Antarctic sound researcher features on Australia Post stamps

Antarctic sound researcher features on Australia Post stamps

A pioneering RMIT sound researcher who's recorded blizzards on the frozen continent is one of four Australian Antarctic Arts Fellows to feature on a new series of stamps.

Associate Professor Philip Samartzis, from RMIT University's School of Art, has twice travelled to Antarctica to explore the impacts of extreme environmental conditions on people.

“A lot of what I do is trying to capture the experience of working at a unique research station," Samartzis said.

"It's as much about the people as the environment they work in.”

As an artist and academic, he uses sound recordings and the latest microphone technology to document the Antarctic soundscape and how it shifts with time. 

“As the habitat changes as a result of the changing climate, the sound recordings change. The sounds speak for themselves.”

Samartzis said he is delighted with the stamp issue, not only as it recognises the importance of the Arts Fellowship, but also because he used to work as a postal clerk.

“I used to sell stamps. Now I’m on one,” he laughed.

Philip Samartzis recording Antarctic soundscapes. Philip Samartzis recording Antarctic soundscapes.

Photographer David Neilson, another two-time Fellow, travelled south to Mawson research station in 1990-91 and 2004-05, and produced striking photos for his book Southern Light.

“A number of creative photographers have received Arts Fellowships over the years, and I feel honoured to be representing our craft on this postal celebration of the program,” Neilson said.

“It was a privilege to have been given the opportunity to experience and photograph the ‘great white south’, and I think the Arts Fellowship program has played a valuable role in increasing people's understanding of Antarctica.”

David Neilson photographing wildlife and landscapes. David Neilson photographing wildlife and landscapes.

Harpist Alice Giles AM illustrates musical performance.

In 2011, she celebrated the centenary of the first Australasian Antarctic Expedition with live harp performances at Davis and Mawson research stations.

“The Fellowship was a turning point, and definitely the most exciting creative event in my life,” Giles said.

“I’ve continued to use the material in many different ways ever since, including ongoing Musica Viva in Schools performances, which brings the inspiration of the adventure to primary school students.”

Living in a small country town, Alice said she has been looking forward to casually asking for the new stamps from her local post office.

“Being on a stamp is just incredible - I still have to pinch myself it’s really happening,” she said.

“Surely this is the first time a harp or a harpist has appeared on an Australian stamp, bringing an instrument often seen as an outlier into the broader public view.”

Alice Giles playing harp on the ice. Alice Giles playing harp on the ice.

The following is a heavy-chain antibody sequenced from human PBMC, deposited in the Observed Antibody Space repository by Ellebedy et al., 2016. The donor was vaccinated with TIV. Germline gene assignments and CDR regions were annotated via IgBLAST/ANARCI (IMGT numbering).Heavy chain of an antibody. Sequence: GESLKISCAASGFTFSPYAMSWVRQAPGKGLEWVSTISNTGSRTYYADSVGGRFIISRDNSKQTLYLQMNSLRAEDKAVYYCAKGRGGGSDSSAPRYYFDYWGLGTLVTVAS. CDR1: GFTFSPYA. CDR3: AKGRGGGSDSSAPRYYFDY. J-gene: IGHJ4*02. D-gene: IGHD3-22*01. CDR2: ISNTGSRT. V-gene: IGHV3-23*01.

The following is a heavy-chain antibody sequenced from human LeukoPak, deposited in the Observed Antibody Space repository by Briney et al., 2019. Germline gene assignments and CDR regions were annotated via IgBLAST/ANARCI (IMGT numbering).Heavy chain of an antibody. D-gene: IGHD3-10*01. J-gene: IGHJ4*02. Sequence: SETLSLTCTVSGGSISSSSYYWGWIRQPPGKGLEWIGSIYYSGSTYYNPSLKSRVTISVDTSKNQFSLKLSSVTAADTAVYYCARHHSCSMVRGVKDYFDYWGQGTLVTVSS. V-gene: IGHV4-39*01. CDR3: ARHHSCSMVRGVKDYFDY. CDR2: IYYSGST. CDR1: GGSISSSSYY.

Painter and sculptor John Kelly braved the Antarctic elements for three months in 2013 to create a series of 57 oil paintings on location, responding directly to the landscape.

His paintings have been exhibited internationally and published in his book Beyond Woop Woop.  

“The Arts Fellowship enhanced my life with the sheer exhilaration of experiencing an ice breaking ride to one of the most dangerous and beautiful landscapes in the world,” Kelly said.

“I have always wanted my art to have a stamp of approval. Now I have the ultimate one.”

John Kelly painting a scene of life at the station. John Kelly painting a scene of life at the station.

Australia Post’s Group Manager Philatelic Michael Zsolt acknowledged the contribution of the Antarctic Arts Fellowship program, which has enabled artists and writers to travel south and create works inspired by their experiences and insights since 1984. 

“Through their Antarctic-inspired creations, Fellows have highlighted the beauty and wonder of the icy continent, and promoted the work of the Australian Antarctic Program to Australians and the world,” he said.

The Arts Fellowship program stamps join a range of other Australian Antarctic Territory stamp issues, including ‘RSV Nuyina’ in 2020, ‘Centenary of the Australasian Antarctic Expedition (1911–14)’ in 2014, ‘East Antarctic Deep Sea Creatures’ in 2017, ‘Mapping the Australian Antarctic Territory’ in 2019, and ‘Wyatt Earp Expedition 1948’ in 2020.

The Australian Antarctic Territory: Arts Fellowship Program stamp issue is available from 16 March 2021 at participating Post Offices and online.


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Acknowledgement of Country

RMIT University acknowledges the people of the Woi wurrung and Boon wurrung language groups of the eastern Kulin Nation on whose unceded lands we conduct the business of the University. RMIT University respectfully acknowledges their Ancestors and Elders, past and present. RMIT also acknowledges the Traditional Custodians and their Ancestors of the lands and waters across Australia where we conduct our business - Artwork 'Luwaytini' by Mark Cleaver, Palawa.